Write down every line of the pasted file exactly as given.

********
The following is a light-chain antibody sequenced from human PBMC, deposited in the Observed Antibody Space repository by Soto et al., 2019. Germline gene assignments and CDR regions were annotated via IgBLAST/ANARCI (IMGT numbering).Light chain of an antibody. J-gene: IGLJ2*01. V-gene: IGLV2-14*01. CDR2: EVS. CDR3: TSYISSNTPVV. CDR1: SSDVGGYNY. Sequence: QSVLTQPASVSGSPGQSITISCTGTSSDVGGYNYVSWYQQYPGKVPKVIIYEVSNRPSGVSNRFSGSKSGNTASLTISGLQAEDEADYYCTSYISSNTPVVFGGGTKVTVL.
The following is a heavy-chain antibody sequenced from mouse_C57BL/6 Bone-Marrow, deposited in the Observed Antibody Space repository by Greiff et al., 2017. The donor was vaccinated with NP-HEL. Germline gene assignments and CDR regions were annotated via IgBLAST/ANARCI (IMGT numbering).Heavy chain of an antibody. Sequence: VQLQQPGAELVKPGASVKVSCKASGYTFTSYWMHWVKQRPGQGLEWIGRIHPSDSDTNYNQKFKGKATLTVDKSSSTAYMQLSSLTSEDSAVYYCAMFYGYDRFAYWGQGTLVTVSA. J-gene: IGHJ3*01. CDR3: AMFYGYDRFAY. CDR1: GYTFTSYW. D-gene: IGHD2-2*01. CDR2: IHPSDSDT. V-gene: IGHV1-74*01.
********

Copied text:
The following is a light-chain antibody sequenced from human PBMC, deposited in the Observed Antibody Space repository by Soto et al., 2019. Germline gene assignments and CDR regions were annotated via IgBLAST/ANARCI (IMGT numbering).Light chain of an antibody. J-gene: IGLJ2*01. V-gene: IGLV2-14*01. CDR2: EVS. CDR3: TSYISSNTPVV. CDR1: SSDVGGYNY. Sequence: QSVLTQPASVSGSPGQSITISCTGTSSDVGGYNYVSWYQQYPGKVPKVIIYEVSNRPSGVSNRFSGSKSGNTASLTISGLQAEDEADYYCTSYISSNTPVVFGGGTKVTVL.
The following is a heavy-chain antibody sequenced from mouse_C57BL/6 Bone-Marrow, deposited in the Observed Antibody Space repository by Greiff et al., 2017. The donor was vaccinated with NP-HEL. Germline gene assignments and CDR regions were annotated via IgBLAST/ANARCI (IMGT numbering).Heavy chain of an antibody. Sequence: VQLQQPGAELVKPGASVKVSCKASGYTFTSYWMHWVKQRPGQGLEWIGRIHPSDSDTNYNQKFKGKATLTVDKSSSTAYMQLSSLTSEDSAVYYCAMFYGYDRFAYWGQGTLVTVSA. J-gene: IGHJ3*01. CDR3: AMFYGYDRFAY. CDR1: GYTFTSYW. D-gene: IGHD2-2*01. CDR2: IHPSDSDT. V-gene: IGHV1-74*01.